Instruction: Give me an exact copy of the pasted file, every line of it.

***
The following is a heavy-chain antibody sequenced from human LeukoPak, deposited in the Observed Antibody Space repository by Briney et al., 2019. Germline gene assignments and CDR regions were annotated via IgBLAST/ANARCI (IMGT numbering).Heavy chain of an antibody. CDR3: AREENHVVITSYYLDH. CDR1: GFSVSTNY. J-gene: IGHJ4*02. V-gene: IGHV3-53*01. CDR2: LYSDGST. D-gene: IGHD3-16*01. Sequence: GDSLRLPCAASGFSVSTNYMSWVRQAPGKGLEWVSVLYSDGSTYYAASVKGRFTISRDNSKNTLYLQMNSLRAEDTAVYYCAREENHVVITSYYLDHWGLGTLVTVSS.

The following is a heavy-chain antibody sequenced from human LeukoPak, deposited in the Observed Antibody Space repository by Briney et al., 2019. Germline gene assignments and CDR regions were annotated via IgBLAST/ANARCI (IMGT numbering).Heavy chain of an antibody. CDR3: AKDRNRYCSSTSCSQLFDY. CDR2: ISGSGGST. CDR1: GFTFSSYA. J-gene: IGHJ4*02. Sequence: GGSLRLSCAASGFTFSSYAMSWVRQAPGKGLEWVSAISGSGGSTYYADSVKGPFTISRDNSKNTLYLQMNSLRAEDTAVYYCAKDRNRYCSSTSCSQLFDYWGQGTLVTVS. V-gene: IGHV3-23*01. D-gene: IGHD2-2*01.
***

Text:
The following is a heavy-chain antibody sequenced from human LeukoPak, deposited in the Observed Antibody Space repository by Briney et al., 2019. Germline gene assignments and CDR regions were annotated via IgBLAST/ANARCI (IMGT numbering).Heavy chain of an antibody. CDR3: AREENHVVITSYYLDH. CDR1: GFSVSTNY. J-gene: IGHJ4*02. V-gene: IGHV3-53*01. CDR2: LYSDGST. D-gene: IGHD3-16*01. Sequence: GDSLRLPCAASGFSVSTNYMSWVRQAPGKGLEWVSVLYSDGSTYYAASVKGRFTISRDNSKNTLYLQMNSLRAEDTAVYYCAREENHVVITSYYLDHWGLGTLVTVSS.

The following is a heavy-chain antibody sequenced from human LeukoPak, deposited in the Observed Antibody Space repository by Briney et al., 2019. Germline gene assignments and CDR regions were annotated via IgBLAST/ANARCI (IMGT numbering).Heavy chain of an antibody. CDR3: AKDRNRYCSSTSCSQLFDY. CDR2: ISGSGGST. CDR1: GFTFSSYA. J-gene: IGHJ4*02. Sequence: GGSLRLSCAASGFTFSSYAMSWVRQAPGKGLEWVSAISGSGGSTYYADSVKGPFTISRDNSKNTLYLQMNSLRAEDTAVYYCAKDRNRYCSSTSCSQLFDYWGQGTLVTVS. V-gene: IGHV3-23*01. D-gene: IGHD2-2*01.